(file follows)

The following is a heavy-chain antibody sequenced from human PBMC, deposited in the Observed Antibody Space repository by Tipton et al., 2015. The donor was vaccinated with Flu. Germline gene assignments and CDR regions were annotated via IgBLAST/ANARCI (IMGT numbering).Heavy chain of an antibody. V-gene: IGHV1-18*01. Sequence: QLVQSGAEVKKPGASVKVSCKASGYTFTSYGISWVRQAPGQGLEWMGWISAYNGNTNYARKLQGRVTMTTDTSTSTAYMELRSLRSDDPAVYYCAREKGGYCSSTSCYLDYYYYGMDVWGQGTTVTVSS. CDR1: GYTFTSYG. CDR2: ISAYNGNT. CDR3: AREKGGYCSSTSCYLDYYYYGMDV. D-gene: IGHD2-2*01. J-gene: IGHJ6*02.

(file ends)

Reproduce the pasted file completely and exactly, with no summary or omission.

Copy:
The following is a heavy-chain antibody sequenced from human PBMC, deposited in the Observed Antibody Space repository by Tipton et al., 2015. The donor was vaccinated with Flu. Germline gene assignments and CDR regions were annotated via IgBLAST/ANARCI (IMGT numbering).Heavy chain of an antibody. V-gene: IGHV1-18*01. Sequence: QLVQSGAEVKKPGASVKVSCKASGYTFTSYGISWVRQAPGQGLEWMGWISAYNGNTNYARKLQGRVTMTTDTSTSTAYMELRSLRSDDPAVYYCAREKGGYCSSTSCYLDYYYYGMDVWGQGTTVTVSS. CDR1: GYTFTSYG. CDR2: ISAYNGNT. CDR3: AREKGGYCSSTSCYLDYYYYGMDV. D-gene: IGHD2-2*01. J-gene: IGHJ6*02.